Classifying Workers? DOL Withdraws Independent Contractor Rule

Posted by Kenneth N. Winkler on

There are a number of factors to determine if a company is properly classifying workers as contractors.  Effective May 6, 2021, the U.S. Department of Labor withdrew the “Independent Contractor Rule.”

In a press release, the Department withdrew the rule for several reasons, including:

  • The independent contractor rule was in tension with the FLSA’s text and purpose, as well as relevant judicial precedent.
  • The rule’s prioritization of two “core factors” for determining employee status under the FLSA would have undermined the longstanding balancing approach of the economic realities test and court decisions requiring a review of the totality of the circumstances related to the employment relationship.
  • The rule would have narrowed the facts and considerations comprising the analysis whether a worker is an employee or an independent contractor, resulting in workers losing FLSA protections.

Classifying Workers: Background and Political Debate
The rule was adopted under the Trump administration and was to be operative March 8th. However, the DOL, under President Biden, delayed implementation and then proposed withdrawing the rule entirely.

Like many other employment law issues, the use of independent contractors evoked political debate. Proponents of the Trump rule contend that the rule expanded opportunities to earn a livelihood through modern work structures – such as emerging gig economies. Those opposed to the Trump rule contend that the rule undermined minimum wage and overtime protections and hurt American workers.

Worker classification, or more specifically, whether a worker can be classified as an independent contractor has significant financial consequences to both workers and companies.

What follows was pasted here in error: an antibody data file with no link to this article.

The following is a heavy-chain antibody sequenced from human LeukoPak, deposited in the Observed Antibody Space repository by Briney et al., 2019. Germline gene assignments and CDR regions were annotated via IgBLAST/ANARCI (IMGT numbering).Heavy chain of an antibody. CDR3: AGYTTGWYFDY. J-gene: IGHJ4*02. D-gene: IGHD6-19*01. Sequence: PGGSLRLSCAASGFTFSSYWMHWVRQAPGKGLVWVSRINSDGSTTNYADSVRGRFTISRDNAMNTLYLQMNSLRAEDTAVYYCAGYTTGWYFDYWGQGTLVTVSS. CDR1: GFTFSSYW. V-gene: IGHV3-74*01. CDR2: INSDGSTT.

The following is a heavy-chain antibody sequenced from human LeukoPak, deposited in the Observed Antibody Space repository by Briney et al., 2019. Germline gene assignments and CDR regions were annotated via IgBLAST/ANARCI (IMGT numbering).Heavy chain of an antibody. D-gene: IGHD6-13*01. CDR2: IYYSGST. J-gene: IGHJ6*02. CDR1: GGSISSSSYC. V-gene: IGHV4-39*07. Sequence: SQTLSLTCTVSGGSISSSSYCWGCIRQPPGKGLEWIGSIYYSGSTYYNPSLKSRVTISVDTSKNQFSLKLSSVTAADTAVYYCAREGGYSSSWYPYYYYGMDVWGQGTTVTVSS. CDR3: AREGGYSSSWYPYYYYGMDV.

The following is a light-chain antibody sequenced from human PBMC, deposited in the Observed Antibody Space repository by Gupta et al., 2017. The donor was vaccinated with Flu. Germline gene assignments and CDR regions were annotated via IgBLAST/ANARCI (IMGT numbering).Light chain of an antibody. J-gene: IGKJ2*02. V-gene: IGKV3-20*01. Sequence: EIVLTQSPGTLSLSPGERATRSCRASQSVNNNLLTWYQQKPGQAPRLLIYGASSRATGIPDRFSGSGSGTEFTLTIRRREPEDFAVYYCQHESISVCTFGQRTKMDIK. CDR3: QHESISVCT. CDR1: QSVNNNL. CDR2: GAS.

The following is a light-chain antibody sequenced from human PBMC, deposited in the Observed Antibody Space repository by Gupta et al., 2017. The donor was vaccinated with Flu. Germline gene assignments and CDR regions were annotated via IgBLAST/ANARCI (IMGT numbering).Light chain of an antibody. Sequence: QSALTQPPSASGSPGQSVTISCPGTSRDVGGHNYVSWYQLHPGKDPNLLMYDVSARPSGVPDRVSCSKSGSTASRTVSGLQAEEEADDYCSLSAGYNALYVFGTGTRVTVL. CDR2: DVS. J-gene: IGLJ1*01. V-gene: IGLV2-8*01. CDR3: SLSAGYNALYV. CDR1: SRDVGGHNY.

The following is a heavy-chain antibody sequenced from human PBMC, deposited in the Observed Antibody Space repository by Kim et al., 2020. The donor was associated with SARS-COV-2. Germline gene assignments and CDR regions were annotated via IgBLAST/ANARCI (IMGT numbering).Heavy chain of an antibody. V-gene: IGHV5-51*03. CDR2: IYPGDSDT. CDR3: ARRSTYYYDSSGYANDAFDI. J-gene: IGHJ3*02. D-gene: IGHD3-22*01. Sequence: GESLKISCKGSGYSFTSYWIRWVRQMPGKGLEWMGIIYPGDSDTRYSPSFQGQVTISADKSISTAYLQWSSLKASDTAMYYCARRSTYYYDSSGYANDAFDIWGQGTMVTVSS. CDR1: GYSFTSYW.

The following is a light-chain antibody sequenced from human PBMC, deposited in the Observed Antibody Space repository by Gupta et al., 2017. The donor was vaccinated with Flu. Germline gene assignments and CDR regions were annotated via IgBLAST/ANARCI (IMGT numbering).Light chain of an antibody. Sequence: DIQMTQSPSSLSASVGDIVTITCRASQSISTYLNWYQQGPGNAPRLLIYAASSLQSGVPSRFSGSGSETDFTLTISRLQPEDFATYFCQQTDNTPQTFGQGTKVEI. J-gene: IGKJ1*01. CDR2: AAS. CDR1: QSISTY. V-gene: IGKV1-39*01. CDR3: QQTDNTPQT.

The FLSA requires covered non-exempt employers to pay non-exempt employees at least the federal minimum wage for every hour they work and overtime compensation at not less than one-and-one-half times their regular rate of pay for every hour over 40 hours in a workweek.

FLSA protections do not apply to independent contractors.  Although independent contractors are not entitled to such benefits, they generally have flexibility to set their own schedules, accept or reject assignments and work for multiple companies.

What’s Next?
The DOL will now fall back to a more vague test that considers a number of factors to decide employee classification, or whether a company is properly classifying workers as contractors.  

It is uncertain when a new independent rule will be proposed. President Biden has publicly supported an “ABC” test similar to California’s independent-contractor rule. The ABC test requires all three of the following factors to be met for a worker to be properly classified as an independent contractor:

  • The worker is free from the control and direction of the hiring entity in connection with the performance of the work;
  • The worker performs tasks that are outside the usual course of the hiring entity’s business; and
  • The worker is customarily engaged in an independently established trade, occupation or business of the same nature as the work performed for the hiring entity.

The ABC test is a more stringent test than the Trump-era economic-reality test that would have primarily considered the following two factors:

  • The nature and degree of control over the work.
  • The worker’s opportunity for profit or loss based on initiative and investment.

Simply stated, it would have been easier to classify workers as independent contractors under the withdrawn rule. 

Employer Takeaway
Given the withdrawal of the Trump-era political climate, employers should carefully consider the factors required to properly classify workers as independent contractors and the associated risks.

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